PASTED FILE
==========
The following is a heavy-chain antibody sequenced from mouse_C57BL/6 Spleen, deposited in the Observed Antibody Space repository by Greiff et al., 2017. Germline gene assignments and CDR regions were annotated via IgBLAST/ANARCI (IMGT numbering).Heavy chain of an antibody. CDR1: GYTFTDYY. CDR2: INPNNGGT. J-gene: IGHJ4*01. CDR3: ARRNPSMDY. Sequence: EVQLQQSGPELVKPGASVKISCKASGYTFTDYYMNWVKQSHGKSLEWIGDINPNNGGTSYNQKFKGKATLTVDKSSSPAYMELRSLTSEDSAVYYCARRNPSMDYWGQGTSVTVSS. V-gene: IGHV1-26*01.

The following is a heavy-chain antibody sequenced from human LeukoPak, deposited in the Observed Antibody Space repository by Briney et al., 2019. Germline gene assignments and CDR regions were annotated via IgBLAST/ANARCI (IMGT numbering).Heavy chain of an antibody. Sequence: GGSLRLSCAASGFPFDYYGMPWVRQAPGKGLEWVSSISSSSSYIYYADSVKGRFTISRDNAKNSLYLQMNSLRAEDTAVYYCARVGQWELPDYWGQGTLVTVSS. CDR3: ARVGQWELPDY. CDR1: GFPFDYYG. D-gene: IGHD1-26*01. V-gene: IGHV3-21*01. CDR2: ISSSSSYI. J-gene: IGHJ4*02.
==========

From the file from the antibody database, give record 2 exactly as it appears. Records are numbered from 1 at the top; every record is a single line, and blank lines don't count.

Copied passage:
The following is a heavy-chain antibody sequenced from human LeukoPak, deposited in the Observed Antibody Space repository by Briney et al., 2019. Germline gene assignments and CDR regions were annotated via IgBLAST/ANARCI (IMGT numbering).Heavy chain of an antibody. Sequence: GGSLRLSCAASGFPFDYYGMPWVRQAPGKGLEWVSSISSSSSYIYYADSVKGRFTISRDNAKNSLYLQMNSLRAEDTAVYYCARVGQWELPDYWGQGTLVTVSS. CDR3: ARVGQWELPDY. CDR1: GFPFDYYG. D-gene: IGHD1-26*01. V-gene: IGHV3-21*01. CDR2: ISSSSSYI. J-gene: IGHJ4*02.